Anselm Franke, Tom Holert (eds.): Neolithic Childhood: Art in a False Present, c. 1930 (2018)

12 August 2018, dusan

“Resonating at the heart of Neolithic Childhood. Art in a False Present, c. 1930 is the question whether art has present, past, and future functions. The modernist assertion of the autonomy of art was intended to render superfluous art’s social and religious functions. But what if the functionlessness of art comes under suspicion of being instrumentalized by bourgeois capitalism? This was an accusation that informed the anti-modernist critique of the avant-garde, and particularly of Surrealism. The objective throughout the crisis-ridden present of the 1920s to the 1940s was to reaffirm a once ubiquitous, but long-lost functionality—not only of art.

The publication accompanying the exhibition examines the strategies deployed in this reaffirmation. These include the surrealist Primitivism of an “Ethnology of the White Man” together with the excavation of the deep time of humanity—into the “Neolithic Childhood” mapped out by the notoriously anti-modernist Carl Einstein (1885-1940) as a hallucinatory retro-utopia. The volume brings together essays by the curators and academics involved in the project, primary texts by Carl Einstein and a comprehensive documentation of the exhibition including lists of works, texts on as well as images of numerous exhibits and finally installation views. At the center of the volume, a glossary discusses Carl Einstein’s own theoretical vocabulary as well as further associated terms, such as Autonomy, Formalism, Function, Gesture, Hallucination, Art, Metamorphosis, Primitivisms, Totality.”

With contributions by: Irene Albers, Philipp Albers, Joyce S. Cheng, Rosa Eidelpes, Carl Einstein, Anselm Franke, Charles W. Haxthausen, Tom Holert, Sven Lütticken, Ulrike Müller, Jenny Nachtigall, David Quigley, Cornelius Reiber, Erhard Schüttpelz, Kerstin Stakemeier, Maria Stavrinaki, Elena Vogman, Zairong Xiang, Sebastian Zeidler.

Publisher Diaphanes, Berlin, and Haus der Kulturen der Welt (HKW), Berlin, 2018
ISBN 9783035801064, 3035801061
460 pages

Exhibition and conference
Publisher
Publisher
WorldCat

PDF (removed on 2018-9-12 upon request from publisher, see a preview of the first 32 pages)

Coop Himmelblau: Architektur muss brennen (1980) [German]

24 January 2018, dusan

Edited by Institut für Gebäudelehre und Entwerfen/TU Graz and Gallery H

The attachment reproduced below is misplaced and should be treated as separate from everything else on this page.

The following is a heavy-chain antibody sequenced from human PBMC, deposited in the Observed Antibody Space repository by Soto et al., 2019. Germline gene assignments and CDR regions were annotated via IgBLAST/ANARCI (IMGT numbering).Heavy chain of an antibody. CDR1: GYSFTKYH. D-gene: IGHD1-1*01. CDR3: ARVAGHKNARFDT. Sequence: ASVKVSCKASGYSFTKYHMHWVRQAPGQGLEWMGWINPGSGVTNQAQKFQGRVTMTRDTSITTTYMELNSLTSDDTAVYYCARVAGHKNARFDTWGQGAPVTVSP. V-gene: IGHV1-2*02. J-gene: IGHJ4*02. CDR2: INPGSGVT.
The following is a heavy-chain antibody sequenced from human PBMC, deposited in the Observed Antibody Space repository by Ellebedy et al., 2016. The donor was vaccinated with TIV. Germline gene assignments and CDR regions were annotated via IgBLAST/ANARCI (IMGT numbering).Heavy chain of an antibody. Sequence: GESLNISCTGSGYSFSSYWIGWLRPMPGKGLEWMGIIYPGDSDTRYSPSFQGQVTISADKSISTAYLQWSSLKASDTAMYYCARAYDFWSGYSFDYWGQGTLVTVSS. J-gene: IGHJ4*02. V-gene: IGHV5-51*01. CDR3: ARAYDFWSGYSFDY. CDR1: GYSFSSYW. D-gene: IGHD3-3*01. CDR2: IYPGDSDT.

Publisher Technische Universität, Graz, 1980
56 pages
via ARCH

Authors
WorldCat

PDF (4 MB)

Love Forever: Yayoi Kusama, 1958-1968 (1998) [EN, JP]

17 December 2017, dusan

Yayoi Kusama’s work combines elements of expressionism, minimalism, surrealism and pop art.

“Although an active experimental artist throughout her time in New York during the ’50s and ’60s, Kusama had been largely forgotten by the United States public after her return to Japan in the ’70s. That is, until her artwork began circulating across the US and globe again in the mid-’90s. One of these major retrospectives, Love Forever: Yayoi Kusama, 1958-1968, was co-organized by the Los Angeles Museum of Art and The Japan Foundation, and travelled from Los Angeles to New York City and to Minneapolis.

Kusama described this moment in her autobiography Infinity Net: “My exhibition at Robert Miller Gallery that year… won an AICA award. A review in Time Out said that ‘Kusama has kept out of sight, ensconcsed in her own infinite world, but now she’s back to reclaim her rightful place in the history of postmodernism…’ But the biggest highlight came in March 1998 when Love Forever opened at the Los Angeles Museum of Art. This grand retrospective cemented the reassessment of Kusama as a major avant-garde artist. It included some eighty pieces and had taken five years to compile.””

With essays by Lynn Zelevansky, Laura Hoptman, Akira Tatehata, and Alexandra Munroe.

Publisher Los Angeles County Museum of Art, Los Angeles, 1998
ISBN 087587181X, 9780875871813
195 pages
via MoMA

Online companion to exhibition (MoMA)
WorldCat

PDF (English, 1998)
PDF (Japanese, 1999)